Epidemiology and Statistics

  • Anaplasmosis is a disease caused by the bacterium Anaplasma phagocytophilum.
  • This organism was previously known by other names, including Ehrlichia equi and Ehrlichia phagocytophilum, and the disease was previously known as human granulocytic ehrlichiosis (HGE).
  • However, a taxonomic change in 2001 identified that this organism belonged to the genus Anaplasma, which resulted in changing the name of the disease to anaplasmosis.
  • In the United States, anaplasmosis was first recognized as human disease in the mid-1990s but did not become nationally notifiable until 1999.
  • CDC compiles the number of cases reported by state and local health departments and reports national trends.

At a glance

  • The number of anaplasmosis cases reported to CDC has increased steadily since the disease became reportable, from 348 cases in 2000, to a peak of 5,762 in 2017. Cases reported in 2018 were substantially lower, but increased to near 2017 numbers in 2019 with 5,655 cases.
  • The case fatality rate (i.e., the proportion of anaplasmosis patients that reportedly died as a result of infection) has remained low, at less than 1%.

Figure 1 – Number of reported cases of anaplasmosis –United States, 2000–2019

The graph displays the number of human cases of anaplasmosis reported to CDC annually from 2000 through 2019.  See table below for data.
Epidemiology Figure 1 – Number of U.S. anaplasmosis cases reported to CDC, 2000–2017
Year of report Number of cases
 2000 351
2001 261
2002 511
2003 362
2004 537
2005 786
2006 646
2007 834
2008 1,009
2009 1,161
2010 1,761
2011 2,575
2012 2,389
2013 2,782
2014 2,800
2015 3,656
2016 4,151
2017 5,762
2018 4,008
2019 5,655

 Top of Page

Seasonality

  • Although cases of anaplasmosis can occur during any month of the year, the majority of cases reported to the CDC have an illness onset during the summer months and a peak in cases typically occurs in June and July.
  • This period is the season for nymphal blacklegged ticks. Nymphal blacklegged ticks bite people and can spread the pathogen.
  • A second, smaller peak occurs in October and November when adult blacklegged ticks are most active.

Figure 2 – Number of reported cases of anaplasmosis, by month of onset–United States, 2000–2019

The figure shows the number of cases reported from 2000 through 2019 by month of onset to give the seasonality of cases. See table below for data.

 

Figure 2 – Number of reported anaplasmosis cases by month of onset, 2000–2017
 Month of onset Number of cases
Jan 308
Feb 229
Mar 525
Apr 1,566
May 5,409
June 10,964
July 9,480
Aug 3,759
Sept 1,933
Oct 2,753
Nov 2,587
Dec 650

 Top of Page

Geography

  • Anaplasmosis is most frequently reported from the upper midwestern and northeastern United States.
  • These areas correspond with the known geographic distribution of the blacklegged tick (Ixodes scapularis), the primary tick vector of A. phagocytophilum.
  • This tick also transmits the bacteria that causes Lyme disease (including Borrelia burgdorferi) and other human pathogens. Co-infections with these organisms have occasionally been reported.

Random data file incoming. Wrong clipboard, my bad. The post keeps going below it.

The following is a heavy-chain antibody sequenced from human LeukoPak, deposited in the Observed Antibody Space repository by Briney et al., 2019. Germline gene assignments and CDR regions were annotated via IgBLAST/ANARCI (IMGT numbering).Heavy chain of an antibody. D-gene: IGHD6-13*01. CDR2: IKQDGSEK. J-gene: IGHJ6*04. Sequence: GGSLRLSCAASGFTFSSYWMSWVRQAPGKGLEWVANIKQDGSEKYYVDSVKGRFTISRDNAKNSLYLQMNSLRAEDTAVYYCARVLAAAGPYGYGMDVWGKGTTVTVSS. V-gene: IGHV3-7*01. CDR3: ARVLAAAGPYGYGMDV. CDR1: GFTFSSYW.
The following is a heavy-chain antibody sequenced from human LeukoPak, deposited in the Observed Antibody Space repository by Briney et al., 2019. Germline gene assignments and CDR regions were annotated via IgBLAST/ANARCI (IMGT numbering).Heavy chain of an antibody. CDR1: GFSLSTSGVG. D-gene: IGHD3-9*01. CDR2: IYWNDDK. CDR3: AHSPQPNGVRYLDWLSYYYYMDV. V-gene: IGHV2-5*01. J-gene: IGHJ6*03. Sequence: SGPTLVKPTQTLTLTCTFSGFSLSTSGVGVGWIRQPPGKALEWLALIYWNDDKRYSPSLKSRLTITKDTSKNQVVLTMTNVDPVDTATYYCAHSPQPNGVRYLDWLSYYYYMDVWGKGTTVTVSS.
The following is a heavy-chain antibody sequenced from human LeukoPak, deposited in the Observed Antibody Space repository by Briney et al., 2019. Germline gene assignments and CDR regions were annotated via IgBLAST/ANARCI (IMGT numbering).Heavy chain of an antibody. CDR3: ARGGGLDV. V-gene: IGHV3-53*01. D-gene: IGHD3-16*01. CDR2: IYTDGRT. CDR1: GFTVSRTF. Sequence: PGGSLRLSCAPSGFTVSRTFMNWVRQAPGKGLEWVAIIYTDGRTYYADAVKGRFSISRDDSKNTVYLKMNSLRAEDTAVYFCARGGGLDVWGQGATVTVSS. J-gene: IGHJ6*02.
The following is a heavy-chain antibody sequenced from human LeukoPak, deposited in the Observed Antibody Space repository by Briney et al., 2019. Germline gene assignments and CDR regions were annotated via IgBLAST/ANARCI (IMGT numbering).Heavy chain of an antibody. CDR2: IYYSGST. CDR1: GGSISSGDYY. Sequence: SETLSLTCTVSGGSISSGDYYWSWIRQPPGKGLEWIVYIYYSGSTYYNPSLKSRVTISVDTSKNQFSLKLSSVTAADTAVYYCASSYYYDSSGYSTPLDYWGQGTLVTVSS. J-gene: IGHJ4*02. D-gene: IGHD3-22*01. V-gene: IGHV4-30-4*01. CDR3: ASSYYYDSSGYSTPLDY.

• The geographic range of anaplasmosis appears to be increasing, which is consistent with the blacklegged tick’s expanding range.
  • Increasing ranges for the blacklegged tick have been documented along the Hudson River Valley, Michigan, and Virginia.
  • Eight states (New York, Massachusetts, Maine, Vermont, Minnesota, Wisconsin, New Hampshire, and Conneticut) account for nearly 9 in 10 of all reported cases of anaplasmosis.
  • Occasionally, anaplasmosis cases are reported in other parts of the United States, including southeastern and south-central states where the pathogen has not been commonly found.
  • Some of these cases might be due to patient travel to states with higher levels of disease, or misdiagnosis of anaplasmosis in patients actually infected with another closely related tickborne disease, ehrlichiosis.

Figure 3 – Annual incidence (per million population) of reported anaplasmosis–United States, 2019. (NN= Not notifiable)

Map of the United States that shows the incidence of anaplasmosis cases by state in 2019 per million persons. See table below for data.

 

Figure 3 – Annual reported incidence (per million population) for anaplasmosis – United States, 2017. (NN= Not notifiable)
 State of Residence  Cases per Million
Alabama 1.43
Alaska NN
Arizona 0.55
Arkansas 2.98
California 0.18
Colorado NN
Connecticut 83.58
Delaware 7.19
District of Columbia 0
Florida 0.98
Georgia 0
Hawaii NN
Idaho NN
Illinois 0.79
Indiana 0.74
Iowa 4.44
Kansas 1.37
Kentucky 0.9
Louisiana 0.22
Maine 509.6
Maryland 2.65
Massachusetts 101.3
Michigan 1.4
Minnesota 71.81
Mississippi 0.67
Missouri 1.3
Montana 0
Nebraska 0.52
Nevada 0
New Hampshire 221.4
New Jersey 15.99
New Mexico NN
New York 87.23
North Carolina 1.05
North Dakota 13.12
Ohio 0.51
Oklahoma 0
Oregon 0.71
Pennsylvania 16.72
Rhode Island 142.5
South Carolina 0
South Dakota 0
Tennessee 1.03
Texas 0.14
Utah 0
Vermont 857.4
Virginia 1.87
Washington 0.13
West Virginia 1.67
Wisconsin 57.36
Wyoming 0

 Top of Page

People at Risk

  • The frequency of reported cases of anaplasmosis is highest among males and people over 40 years of age.
  • People with weakened immune systems (such as those occurring due to cancer treatments, advanced HIV infection, prior organ transplants, or some medications) might be at increased risk of severe outcome.
  • People who live near or spend time in known tick habitats might be at increased risk for infection.

 Top of Page